7(2). Leaves with a distinct marginal vein sunken on the upper surface like the secondary veins; cauliflorous trees (rarely cauliflorous in other species such as D. megalophylla); pedicels to 5 cm long; fruit 5--7 cm diameter, with ca. 100 carpels, the apical portion pyramidal, 6-ribbed, brownish velutinous, pungent...D. cauliflora

7. Leaves without a distinct, marginal vein; trees usually not cauliflorous...8

8(7). Lower surface of leaves sparsely to rather densely covered with scales, never completely covering the surface...9

8. Lower surface of leaves densely covered with scales, completely (or almost so) covering the surface...13

9(8). Sepals 3--5 cm long; pedicels 2.5--4 cm long; fruit 4--6 cm long, with ca. 100 carpels...D. megalophylla

9. Sepals and pedicels much shorter...10

10(9). Fruit with 10--15 carpels, 1.5--2 cm diameter, the apical portion of the carpels broadly rounded, apiculate; leaves shiny above, 15--23 × 6--9 cm...D. pauciflora

10. Fruit with 40--100 carpels...11

11(10). Fruit of shiny brown, narrowly to broadly pyramidal carpels; sepals 1--1.5 cm long; petals 1--2 cm long...D. quitarensis

11. Fruit of nonshiny carpels...12

12(11). Leaves coriaceous, 2-colored; small savanna shrubs 1--2(--5) m tall...D. dimorphopetala12. Leaves chartaceous, 1-colored; forest trees 2--10 m tall...D. calycina

13(8). Upper surface of leaves shiny; fruits red when ripe, 4--6 cm diameter, of ca. 100 carpels, the apical portion of the carpels broadly pyramidal, distinctly whitish ribbed; inflorescence 1--6(--many)-flowered...D. lucida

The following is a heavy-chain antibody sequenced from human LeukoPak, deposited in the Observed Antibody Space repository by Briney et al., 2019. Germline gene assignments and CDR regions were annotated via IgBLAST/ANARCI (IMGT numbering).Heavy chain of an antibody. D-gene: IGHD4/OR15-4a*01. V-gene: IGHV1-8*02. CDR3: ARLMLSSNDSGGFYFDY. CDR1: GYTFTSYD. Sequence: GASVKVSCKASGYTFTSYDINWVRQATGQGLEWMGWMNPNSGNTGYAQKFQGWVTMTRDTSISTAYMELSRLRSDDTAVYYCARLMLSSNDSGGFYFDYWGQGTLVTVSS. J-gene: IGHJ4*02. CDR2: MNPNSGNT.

13. Upper surface of leaves not shiny; fruit never red...14

14(13). Inflorescence 1--9-flowered; fruit of 150--350 carpels, fused over most of their length, 5.5--8 cm diameter, the apical portion of the carpels mushroom-shaped...D. lepidota

14. Inflorescence 1- or 2-flowered; fruit of up to 120 mostly free carpels, the apical portion not as above...15

15(14). Fruit 4--7 cm diameter, with 50--120 carpels, the apical portion of the carpels pungent, pyramidal, and brownish velutinous...D. sp. A

15. Fruit 1.5--3.5 cm diameter; the apical portion of the carpels not pungent...16

16(15). Lower surface of leaves sparsely covered with stellate scales; leaves 4.5--10 cm wide; montane forests to 2000 m...D. rigida

16. Lower surface of leaves densely to totally covered with stellate scales; leaves 1.5--5 cm wide; lowland forests and savannas...17

17(16). Leaves papery; fruit with 35--60 carpels; seasonally flooded lowland forests...D. argentea

17. Leaves coriaceous; fruit with ca. 100 carpels; savannas and shrublands onwhite sand...D. venezuelana